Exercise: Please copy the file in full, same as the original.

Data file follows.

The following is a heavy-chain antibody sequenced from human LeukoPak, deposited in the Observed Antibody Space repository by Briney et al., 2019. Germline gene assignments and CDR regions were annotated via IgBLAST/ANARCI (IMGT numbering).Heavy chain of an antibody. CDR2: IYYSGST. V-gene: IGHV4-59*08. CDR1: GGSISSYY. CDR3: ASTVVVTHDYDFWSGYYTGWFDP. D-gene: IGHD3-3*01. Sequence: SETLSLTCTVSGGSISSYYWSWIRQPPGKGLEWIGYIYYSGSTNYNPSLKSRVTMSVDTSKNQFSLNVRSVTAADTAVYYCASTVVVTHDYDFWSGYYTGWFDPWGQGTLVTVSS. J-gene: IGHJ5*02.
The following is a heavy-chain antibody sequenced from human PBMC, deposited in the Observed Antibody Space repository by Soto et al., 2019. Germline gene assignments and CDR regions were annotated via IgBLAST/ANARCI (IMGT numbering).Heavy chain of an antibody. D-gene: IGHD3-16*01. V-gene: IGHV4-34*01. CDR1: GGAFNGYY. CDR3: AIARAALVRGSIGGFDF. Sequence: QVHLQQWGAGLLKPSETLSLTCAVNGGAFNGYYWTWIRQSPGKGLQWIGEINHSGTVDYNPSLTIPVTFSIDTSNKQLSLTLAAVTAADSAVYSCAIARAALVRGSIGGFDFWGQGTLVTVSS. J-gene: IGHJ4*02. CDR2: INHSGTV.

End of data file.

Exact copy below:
The following is a heavy-chain antibody sequenced from human LeukoPak, deposited in the Observed Antibody Space repository by Briney et al., 2019. Germline gene assignments and CDR regions were annotated via IgBLAST/ANARCI (IMGT numbering).Heavy chain of an antibody. CDR2: IYYSGST. V-gene: IGHV4-59*08. CDR1: GGSISSYY. CDR3: ASTVVVTHDYDFWSGYYTGWFDP. D-gene: IGHD3-3*01. Sequence: SETLSLTCTVSGGSISSYYWSWIRQPPGKGLEWIGYIYYSGSTNYNPSLKSRVTMSVDTSKNQFSLNVRSVTAADTAVYYCASTVVVTHDYDFWSGYYTGWFDPWGQGTLVTVSS. J-gene: IGHJ5*02.
The following is a heavy-chain antibody sequenced from human PBMC, deposited in the Observed Antibody Space repository by Soto et al., 2019. Germline gene assignments and CDR regions were annotated via IgBLAST/ANARCI (IMGT numbering).Heavy chain of an antibody. D-gene: IGHD3-16*01. V-gene: IGHV4-34*01. CDR1: GGAFNGYY. CDR3: AIARAALVRGSIGGFDF. Sequence: QVHLQQWGAGLLKPSETLSLTCAVNGGAFNGYYWTWIRQSPGKGLQWIGEINHSGTVDYNPSLTIPVTFSIDTSNKQLSLTLAAVTAADSAVYSCAIARAALVRGSIGGFDFWGQGTLVTVSS. J-gene: IGHJ4*02. CDR2: INHSGTV.